By Anthony Casperson
The Kickstarter for Greater Than Games’ Sentinel Comics RPG came to an end yesterday. The story is a continuation of the tabletop game Sentinels of the Multiverse, of which I’ve mentioned a time or two here before. (Sentinels is one of my favorite games after all.) In the RPG, the players take on the role of superheroes who team up to take on various bad guys.
The crafting of the superhero characters seems really interesting to me. Each hero is made up of four parts (and then made from choices of the player from there). These four parts are the character’s background, power source, archetype, and personality.
The background seems to be about the character’s alter ego. There are some nice backgrounds, like Upper Class, Academic, and Performer. But there are also some less-than-happy backgrounds, like Struggling, Tragic, and Unremarkable.
Power sources deal with how the character got their superpowers. Like the backgrounds, there are more positive sounding power sources, such as Power Suit, Training, and Genetic. And there are negative sounding power sources, such as Accident, Radiation, and Unknown.
The hero’s tendency to harness their power is found in their archetypes. Whether that be fighting right in the face of the enemies, taking the Close Quarters Combat archetype, or raining down projectiles from afar, taking the Marksman archetype. Other archetypes include: Form Changer, Elemental Manipulator, Speedster, Shadow, and Minion-Maker.
Rounding out the character, their personality gets into more psychological areas of interacting with external stimuli. Here too, we see some that have a more positive connotation, including Stalwart, Alluring, and Natural Leader. And there are those personalities with a more negative connotation, like Lone Wolf, Impulsive, and Distant.
As I was looking at these heroic qualities, I thought about how we as human beings are made up of several similar qualities. Events that occurred in our past form and shape us. Our genetics create trajectories for our life. Natural aptitudes and abilities lean our appreciations in certain directions. And for we who are followers of Jesus, the gifts granted to us by the Holy Spirit guide our spiritual formation as well.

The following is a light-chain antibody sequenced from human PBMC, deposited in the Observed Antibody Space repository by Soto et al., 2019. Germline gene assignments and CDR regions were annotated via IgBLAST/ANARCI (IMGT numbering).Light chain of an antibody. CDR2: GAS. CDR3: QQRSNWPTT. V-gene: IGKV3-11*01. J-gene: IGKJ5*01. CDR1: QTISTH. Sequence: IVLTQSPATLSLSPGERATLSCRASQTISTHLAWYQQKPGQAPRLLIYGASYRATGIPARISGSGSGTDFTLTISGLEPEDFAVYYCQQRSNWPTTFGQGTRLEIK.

All of these parts, and more, are crafted for us specifically by God. Our choices in how to interact with them expand from there, but each of us has been molded by the Creator of the universe. The perfect Creator who makes no mistakes. As Psalm 139:14 puts it, we are “fearfully and wonderfully made.” Our specific qualities shape us into whom God desires for us to be.
Some might be wondering about those negative parts. “Did God really make me to struggle with depression, anxiety, body-image problems, self-esteem issues, and the like?” “Are my marital problems, addictions, physical disabilities, social ineptitudes, etc. really something that God planned to give me?” How can these negatives really be useful for God’s workmanship created for good works?
Negatives can be used for good if we allow God to work through them for his glory. Just like how a person trapped in a power suit because an accident caused their skin to burn if exposed to the air can use that problem to become a hero, the negatives exemplify our character if we choose to allow them to.
Though this part of Psalm 139 refers to never being outside of God’s perspective, verse 12 struck a chord in this conversation of negative qualities. It says, “even the darkness is not dark to you; the night is bright as the day, for darkness is as light with you” (ESV). The darkness, the negative qualities of our lives, don’t keep us from being used by God. He can see us and use those qualities for his good, for his light.
Though it’s never fun to struggle, and hardship is brought about because of sin in the world, that doesn’t remove us from being used by God. We can take on the role of agent of God for whatever missions he has for each of us individually.
It is said that giving weaknesses to the heroes of a story “humanizes” them. Negative qualities don’t keep us from doing good. They show our character in the midst of adversity.